Wilson’s daughter was already in the workforce and her son was off at college when a friend mentioned that she was going to a workshop on becoming a foster parent. Wilson was curious, so she went along.

And she just kept going, through the background checks and the home investigations, until one day at work she got a call about a 9-year-old girl who needed a placement that day. “And once they put the two of us together, it was like she knew me and I knew her,” Wilson says. “It just went so well.”

That little girl stayed for a year and a half before going to live with her father. Along the way, an 11-year-old girl came for several months and other kids came for shorter stints. Wilson tucked them in at night and helped with homework and made sure they ate breakfast and got a hug before school each morning.

And she fell in love. “You can’t help it,” she says. “You don’t have any other choice but to have that love become an attachment. Those children really, really became a part of you.”

Her house started filling up with games and toys and sippy cups. Her friends came to expect that she might always show up with an extra kid or two. And that each one would be introduced as “my child.”

Once, a school secretary announced over a classroom loudspeaker that one of Wilson’s kids needed to be excused because their “foster mom is here,” leaving the child flush with shame and stigma. From that point on, she began to introduce herself, even to the children, as their godmother. “I always tell them: ‘You know, God put us together. Because you needed a little help and I’m going to help your parents. That makes me your godmother,’ ” she says.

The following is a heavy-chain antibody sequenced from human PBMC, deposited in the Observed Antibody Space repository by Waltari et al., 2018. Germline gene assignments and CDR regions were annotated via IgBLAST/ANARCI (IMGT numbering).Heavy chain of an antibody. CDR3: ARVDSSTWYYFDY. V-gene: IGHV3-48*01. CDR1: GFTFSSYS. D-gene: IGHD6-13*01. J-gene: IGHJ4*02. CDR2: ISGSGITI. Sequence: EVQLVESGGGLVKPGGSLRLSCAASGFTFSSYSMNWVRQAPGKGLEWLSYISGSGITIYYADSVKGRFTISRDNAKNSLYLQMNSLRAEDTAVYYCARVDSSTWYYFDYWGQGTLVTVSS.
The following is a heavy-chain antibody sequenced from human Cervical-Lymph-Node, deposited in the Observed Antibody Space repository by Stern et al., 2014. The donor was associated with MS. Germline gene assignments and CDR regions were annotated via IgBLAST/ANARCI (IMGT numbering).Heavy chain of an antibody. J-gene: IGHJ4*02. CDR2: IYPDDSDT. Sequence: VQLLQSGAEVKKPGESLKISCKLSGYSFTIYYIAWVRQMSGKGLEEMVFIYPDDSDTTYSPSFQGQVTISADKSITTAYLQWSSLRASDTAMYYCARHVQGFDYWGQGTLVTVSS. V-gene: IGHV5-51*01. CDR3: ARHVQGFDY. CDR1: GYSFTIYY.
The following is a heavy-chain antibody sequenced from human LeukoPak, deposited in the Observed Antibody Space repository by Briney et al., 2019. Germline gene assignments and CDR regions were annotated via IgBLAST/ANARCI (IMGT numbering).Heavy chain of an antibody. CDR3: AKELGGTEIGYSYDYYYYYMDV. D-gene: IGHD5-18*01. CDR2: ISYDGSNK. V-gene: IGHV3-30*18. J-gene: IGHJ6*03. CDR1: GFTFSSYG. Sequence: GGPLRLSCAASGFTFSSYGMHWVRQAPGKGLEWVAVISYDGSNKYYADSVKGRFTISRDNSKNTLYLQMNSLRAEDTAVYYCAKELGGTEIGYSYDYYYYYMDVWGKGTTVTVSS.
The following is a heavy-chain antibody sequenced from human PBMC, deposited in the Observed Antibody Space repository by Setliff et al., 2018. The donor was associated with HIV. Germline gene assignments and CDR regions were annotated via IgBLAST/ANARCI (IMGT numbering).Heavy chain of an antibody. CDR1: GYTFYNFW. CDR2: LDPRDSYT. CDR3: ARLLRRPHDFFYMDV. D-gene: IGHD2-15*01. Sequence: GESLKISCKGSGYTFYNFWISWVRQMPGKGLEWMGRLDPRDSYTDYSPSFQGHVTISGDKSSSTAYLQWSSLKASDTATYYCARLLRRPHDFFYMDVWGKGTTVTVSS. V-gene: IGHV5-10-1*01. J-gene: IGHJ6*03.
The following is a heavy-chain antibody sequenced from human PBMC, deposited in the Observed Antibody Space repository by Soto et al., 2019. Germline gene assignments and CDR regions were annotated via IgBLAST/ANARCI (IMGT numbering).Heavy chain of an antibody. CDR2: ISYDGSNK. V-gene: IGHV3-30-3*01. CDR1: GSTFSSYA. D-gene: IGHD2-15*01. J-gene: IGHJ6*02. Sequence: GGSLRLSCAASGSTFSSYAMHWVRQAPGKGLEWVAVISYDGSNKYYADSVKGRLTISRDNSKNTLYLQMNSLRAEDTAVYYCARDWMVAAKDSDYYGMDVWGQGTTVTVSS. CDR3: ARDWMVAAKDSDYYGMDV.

Phyllis Wilson with her adopted son Jayden, who first came to her when he was two weeks old. (Victoria Milko/For The Washington Post)

And on Oct. 1, 2007, Wilson got a call about a two-week-old baby. “A baby?” she remembers saying to the social worker. “Nah, I’m not going to be able to handle that.”

But she was in the car when she got the call, driving with her best friend and the 9- and 11-year-old girls. “Take the baby!” they all implored. Wilson called the social worker back to say that she would. He showed up at 9 that night.

“Screamin’ and hollerin’,” she recalls.

Wilson took a week off from work, got set up with burp cloths and baby bottles and found a day care that had room for an infant. “And the story goes on and on and on and on,” she says. “And I put him on the bus this morning.”

For 18 months, Wilson worked to maintain the bond between the baby and his birth mom. But by the time he was 2, it was clear that the boy would need a permanent guardian. “I just couldn’t see putting him on the list and the next person taking him,” she says. “He was our baby.”